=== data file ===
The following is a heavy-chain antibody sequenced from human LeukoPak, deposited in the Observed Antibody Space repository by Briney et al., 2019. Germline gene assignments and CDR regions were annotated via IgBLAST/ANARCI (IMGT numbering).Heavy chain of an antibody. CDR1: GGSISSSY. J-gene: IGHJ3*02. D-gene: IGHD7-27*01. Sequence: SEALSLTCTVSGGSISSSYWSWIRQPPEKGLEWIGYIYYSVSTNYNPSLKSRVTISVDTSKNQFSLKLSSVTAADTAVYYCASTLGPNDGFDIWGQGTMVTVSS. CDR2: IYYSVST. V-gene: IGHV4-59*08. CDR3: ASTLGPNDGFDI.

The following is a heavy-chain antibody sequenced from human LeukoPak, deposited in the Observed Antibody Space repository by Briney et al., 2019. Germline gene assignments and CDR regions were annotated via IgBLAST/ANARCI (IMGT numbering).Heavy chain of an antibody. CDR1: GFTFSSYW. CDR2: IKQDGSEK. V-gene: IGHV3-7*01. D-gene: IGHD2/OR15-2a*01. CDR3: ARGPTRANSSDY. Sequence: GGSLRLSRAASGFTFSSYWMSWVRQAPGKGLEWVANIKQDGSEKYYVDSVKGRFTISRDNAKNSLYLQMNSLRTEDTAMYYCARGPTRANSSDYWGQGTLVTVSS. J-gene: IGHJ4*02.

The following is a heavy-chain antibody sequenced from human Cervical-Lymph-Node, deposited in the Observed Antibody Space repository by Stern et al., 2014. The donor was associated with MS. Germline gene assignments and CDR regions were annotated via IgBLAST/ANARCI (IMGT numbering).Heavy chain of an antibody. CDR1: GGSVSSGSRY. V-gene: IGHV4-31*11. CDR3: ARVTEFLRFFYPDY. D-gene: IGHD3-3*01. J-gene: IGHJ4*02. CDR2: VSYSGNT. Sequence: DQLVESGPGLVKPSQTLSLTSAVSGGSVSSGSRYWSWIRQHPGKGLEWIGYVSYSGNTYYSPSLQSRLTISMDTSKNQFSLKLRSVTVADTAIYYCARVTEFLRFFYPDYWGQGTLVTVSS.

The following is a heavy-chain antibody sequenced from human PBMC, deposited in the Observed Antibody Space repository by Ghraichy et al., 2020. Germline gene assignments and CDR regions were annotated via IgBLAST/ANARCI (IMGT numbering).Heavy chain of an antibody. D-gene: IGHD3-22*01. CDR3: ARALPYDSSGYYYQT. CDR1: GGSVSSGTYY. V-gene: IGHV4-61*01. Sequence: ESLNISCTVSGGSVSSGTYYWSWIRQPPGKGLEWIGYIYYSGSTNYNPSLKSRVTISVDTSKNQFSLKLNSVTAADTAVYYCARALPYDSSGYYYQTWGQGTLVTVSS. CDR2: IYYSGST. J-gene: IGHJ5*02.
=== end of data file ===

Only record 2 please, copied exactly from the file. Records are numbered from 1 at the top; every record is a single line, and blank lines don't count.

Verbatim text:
The following is a heavy-chain antibody sequenced from human LeukoPak, deposited in the Observed Antibody Space repository by Briney et al., 2019. Germline gene assignments and CDR regions were annotated via IgBLAST/ANARCI (IMGT numbering).Heavy chain of an antibody. CDR1: GFTFSSYW. CDR2: IKQDGSEK. V-gene: IGHV3-7*01. D-gene: IGHD2/OR15-2a*01. CDR3: ARGPTRANSSDY. Sequence: GGSLRLSRAASGFTFSSYWMSWVRQAPGKGLEWVANIKQDGSEKYYVDSVKGRFTISRDNAKNSLYLQMNSLRTEDTAMYYCARGPTRANSSDYWGQGTLVTVSS. J-gene: IGHJ4*02.